Riding the Gold Plated Lift

The election of Donald Trump has given us a timely reminder of the changing attitudes to conspicuous consumption[1].

Constant online access, mobile devices and the pervasiveness of social media had already established a new normal in the reporting and display of wealth. Something that for decades had abided by convention. But such traditions are disappearing as fast as a live stream of Emoji's

The new age of Trump has also appeared to establish a normalisation of unconventionally acquired wealth as proven by the Panama Papers to The Rich Kids of Instagram.

This paper aims to take a quick whizz around the world (in an App booked private jet of course) to look at today’s contrasting views of conspicuous consumption. For instance, in societies with extreme levels of inequalities such as Albania we see displays of visually loud, individualist sign posted symbols of wealth, whereas in similar economies of new growth such as Vietnam, where new wealth is much more evenly distributed the symbols of conspicuous consumption are more socially realised in the form of eating out or taking vacations.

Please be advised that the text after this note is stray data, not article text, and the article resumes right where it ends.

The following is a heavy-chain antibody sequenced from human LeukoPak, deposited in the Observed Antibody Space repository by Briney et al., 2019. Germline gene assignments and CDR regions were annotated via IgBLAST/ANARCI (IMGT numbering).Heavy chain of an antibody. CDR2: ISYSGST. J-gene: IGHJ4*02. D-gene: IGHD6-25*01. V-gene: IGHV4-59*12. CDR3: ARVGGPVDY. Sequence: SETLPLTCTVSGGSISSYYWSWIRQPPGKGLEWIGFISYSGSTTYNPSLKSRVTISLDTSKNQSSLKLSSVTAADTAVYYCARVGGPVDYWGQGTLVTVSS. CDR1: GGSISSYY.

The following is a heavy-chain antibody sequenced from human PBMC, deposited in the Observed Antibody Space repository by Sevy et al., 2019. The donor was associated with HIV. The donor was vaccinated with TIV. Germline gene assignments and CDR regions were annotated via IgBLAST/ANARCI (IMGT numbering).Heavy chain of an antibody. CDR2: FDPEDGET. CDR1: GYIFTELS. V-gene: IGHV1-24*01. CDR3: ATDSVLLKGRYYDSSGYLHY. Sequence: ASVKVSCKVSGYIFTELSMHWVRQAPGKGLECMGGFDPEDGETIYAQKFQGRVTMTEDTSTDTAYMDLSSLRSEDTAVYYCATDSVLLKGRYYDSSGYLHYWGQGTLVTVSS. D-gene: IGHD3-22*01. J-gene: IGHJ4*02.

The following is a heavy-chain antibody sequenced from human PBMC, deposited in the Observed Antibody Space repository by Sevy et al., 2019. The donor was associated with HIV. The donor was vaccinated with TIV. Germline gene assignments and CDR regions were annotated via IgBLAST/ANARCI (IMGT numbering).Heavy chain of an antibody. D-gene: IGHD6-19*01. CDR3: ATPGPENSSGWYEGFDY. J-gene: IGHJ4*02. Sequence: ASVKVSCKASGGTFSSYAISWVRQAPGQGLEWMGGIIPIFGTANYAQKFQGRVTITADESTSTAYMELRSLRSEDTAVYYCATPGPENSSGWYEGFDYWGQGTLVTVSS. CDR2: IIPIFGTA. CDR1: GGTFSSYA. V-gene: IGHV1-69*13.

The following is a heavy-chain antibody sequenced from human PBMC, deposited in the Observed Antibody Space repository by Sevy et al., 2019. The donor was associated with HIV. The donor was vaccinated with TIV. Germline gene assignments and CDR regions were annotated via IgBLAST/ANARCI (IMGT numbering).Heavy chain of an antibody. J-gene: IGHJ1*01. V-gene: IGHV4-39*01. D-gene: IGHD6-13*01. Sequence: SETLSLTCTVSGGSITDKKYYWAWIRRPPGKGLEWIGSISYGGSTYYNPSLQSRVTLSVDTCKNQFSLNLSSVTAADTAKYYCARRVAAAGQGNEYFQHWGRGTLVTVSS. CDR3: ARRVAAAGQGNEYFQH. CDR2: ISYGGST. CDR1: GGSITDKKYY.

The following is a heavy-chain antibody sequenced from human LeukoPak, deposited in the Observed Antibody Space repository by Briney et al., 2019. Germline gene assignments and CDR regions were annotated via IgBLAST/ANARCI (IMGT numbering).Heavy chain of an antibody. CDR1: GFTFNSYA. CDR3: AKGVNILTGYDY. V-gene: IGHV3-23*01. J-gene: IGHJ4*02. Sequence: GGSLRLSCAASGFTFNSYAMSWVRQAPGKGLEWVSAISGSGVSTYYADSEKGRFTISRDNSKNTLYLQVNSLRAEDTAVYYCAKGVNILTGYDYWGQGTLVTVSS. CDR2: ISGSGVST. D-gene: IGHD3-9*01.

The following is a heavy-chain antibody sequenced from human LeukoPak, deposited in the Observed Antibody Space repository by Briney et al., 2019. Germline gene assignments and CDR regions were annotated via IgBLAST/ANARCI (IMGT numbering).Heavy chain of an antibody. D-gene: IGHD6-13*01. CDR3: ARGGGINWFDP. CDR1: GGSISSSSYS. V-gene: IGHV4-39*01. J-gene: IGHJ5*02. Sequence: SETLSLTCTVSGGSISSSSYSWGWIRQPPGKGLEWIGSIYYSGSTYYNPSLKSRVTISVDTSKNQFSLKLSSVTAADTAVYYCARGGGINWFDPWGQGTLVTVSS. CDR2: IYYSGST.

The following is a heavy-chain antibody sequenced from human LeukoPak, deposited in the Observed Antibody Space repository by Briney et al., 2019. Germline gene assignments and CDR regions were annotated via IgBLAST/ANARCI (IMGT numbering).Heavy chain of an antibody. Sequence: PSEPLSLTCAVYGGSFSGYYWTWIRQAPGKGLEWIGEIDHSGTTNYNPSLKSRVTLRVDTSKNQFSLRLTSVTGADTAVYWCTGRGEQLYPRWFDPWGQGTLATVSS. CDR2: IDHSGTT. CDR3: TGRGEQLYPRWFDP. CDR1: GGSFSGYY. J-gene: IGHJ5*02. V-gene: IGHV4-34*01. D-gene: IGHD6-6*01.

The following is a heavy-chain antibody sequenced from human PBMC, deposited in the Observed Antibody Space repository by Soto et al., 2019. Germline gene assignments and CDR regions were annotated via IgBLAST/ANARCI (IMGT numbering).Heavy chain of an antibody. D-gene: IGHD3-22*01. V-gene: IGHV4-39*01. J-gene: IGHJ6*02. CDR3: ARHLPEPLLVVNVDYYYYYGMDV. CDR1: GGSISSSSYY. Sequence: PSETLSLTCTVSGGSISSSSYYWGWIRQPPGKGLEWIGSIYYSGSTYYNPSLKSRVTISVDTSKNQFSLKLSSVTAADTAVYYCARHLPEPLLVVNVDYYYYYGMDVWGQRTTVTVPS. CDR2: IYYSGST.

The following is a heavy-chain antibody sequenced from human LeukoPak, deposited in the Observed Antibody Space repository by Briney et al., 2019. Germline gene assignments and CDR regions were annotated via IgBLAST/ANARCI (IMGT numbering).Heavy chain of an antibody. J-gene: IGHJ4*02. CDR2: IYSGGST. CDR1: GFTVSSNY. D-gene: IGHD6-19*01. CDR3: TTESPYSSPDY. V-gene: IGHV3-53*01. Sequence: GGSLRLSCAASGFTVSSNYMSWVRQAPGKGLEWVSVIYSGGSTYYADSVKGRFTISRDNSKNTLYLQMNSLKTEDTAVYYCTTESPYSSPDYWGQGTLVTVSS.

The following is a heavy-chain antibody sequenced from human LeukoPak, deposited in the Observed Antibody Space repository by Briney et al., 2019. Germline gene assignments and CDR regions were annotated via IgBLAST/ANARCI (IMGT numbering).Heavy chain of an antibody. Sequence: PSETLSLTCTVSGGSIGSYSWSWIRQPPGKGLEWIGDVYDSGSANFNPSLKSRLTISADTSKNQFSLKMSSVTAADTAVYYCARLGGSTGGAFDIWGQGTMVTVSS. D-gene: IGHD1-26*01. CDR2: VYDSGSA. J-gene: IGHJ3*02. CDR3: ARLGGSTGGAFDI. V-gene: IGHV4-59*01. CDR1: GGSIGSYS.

China Daily posted a number of articles this year about the growing popularity of the imported concept of Valentine’s Day in China. In one titled ‘Valentine’s Day means celebration, not conspicuous consumption’ The paper highlighted the influence of American brands encouraging young affluent Chinese to spend more than 2,000 yuan (£232) on each other in 2016. The paper concluded that a festival established solely on business logic was not a problem of the holiday itself but of the people who celebrated it…

As the Guardian recently said it’s all about ‘..the drama of being conspicuous to one another, just without the consumption.’

Noun; Expenditure on or consumption of luxuries on a lavish scale in an attempt to enhance one's prestige.